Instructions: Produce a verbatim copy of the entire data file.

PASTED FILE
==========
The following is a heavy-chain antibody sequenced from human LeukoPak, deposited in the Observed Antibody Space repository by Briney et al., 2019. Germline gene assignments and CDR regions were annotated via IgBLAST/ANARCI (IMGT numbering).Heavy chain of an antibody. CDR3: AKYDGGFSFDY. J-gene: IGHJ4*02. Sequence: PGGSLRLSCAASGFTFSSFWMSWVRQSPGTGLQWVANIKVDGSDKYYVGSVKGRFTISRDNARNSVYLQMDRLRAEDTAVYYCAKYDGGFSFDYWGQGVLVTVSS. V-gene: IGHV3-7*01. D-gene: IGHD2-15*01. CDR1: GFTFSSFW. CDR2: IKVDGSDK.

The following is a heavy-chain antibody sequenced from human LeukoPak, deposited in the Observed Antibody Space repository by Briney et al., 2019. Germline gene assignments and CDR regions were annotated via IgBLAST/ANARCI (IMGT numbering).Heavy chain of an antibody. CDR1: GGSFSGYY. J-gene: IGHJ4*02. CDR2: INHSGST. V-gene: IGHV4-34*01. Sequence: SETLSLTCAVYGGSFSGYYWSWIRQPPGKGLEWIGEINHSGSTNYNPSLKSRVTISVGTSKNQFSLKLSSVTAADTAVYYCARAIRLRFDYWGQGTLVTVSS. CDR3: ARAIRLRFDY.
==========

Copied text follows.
The following is a heavy-chain antibody sequenced from human LeukoPak, deposited in the Observed Antibody Space repository by Briney et al., 2019. Germline gene assignments and CDR regions were annotated via IgBLAST/ANARCI (IMGT numbering).Heavy chain of an antibody. CDR3: AKYDGGFSFDY. J-gene: IGHJ4*02. Sequence: PGGSLRLSCAASGFTFSSFWMSWVRQSPGTGLQWVANIKVDGSDKYYVGSVKGRFTISRDNARNSVYLQMDRLRAEDTAVYYCAKYDGGFSFDYWGQGVLVTVSS. V-gene: IGHV3-7*01. D-gene: IGHD2-15*01. CDR1: GFTFSSFW. CDR2: IKVDGSDK.

The following is a heavy-chain antibody sequenced from human LeukoPak, deposited in the Observed Antibody Space repository by Briney et al., 2019. Germline gene assignments and CDR regions were annotated via IgBLAST/ANARCI (IMGT numbering).Heavy chain of an antibody. CDR1: GGSFSGYY. J-gene: IGHJ4*02. CDR2: INHSGST. V-gene: IGHV4-34*01. Sequence: SETLSLTCAVYGGSFSGYYWSWIRQPPGKGLEWIGEINHSGSTNYNPSLKSRVTISVGTSKNQFSLKLSSVTAADTAVYYCARAIRLRFDYWGQGTLVTVSS. CDR3: ARAIRLRFDY.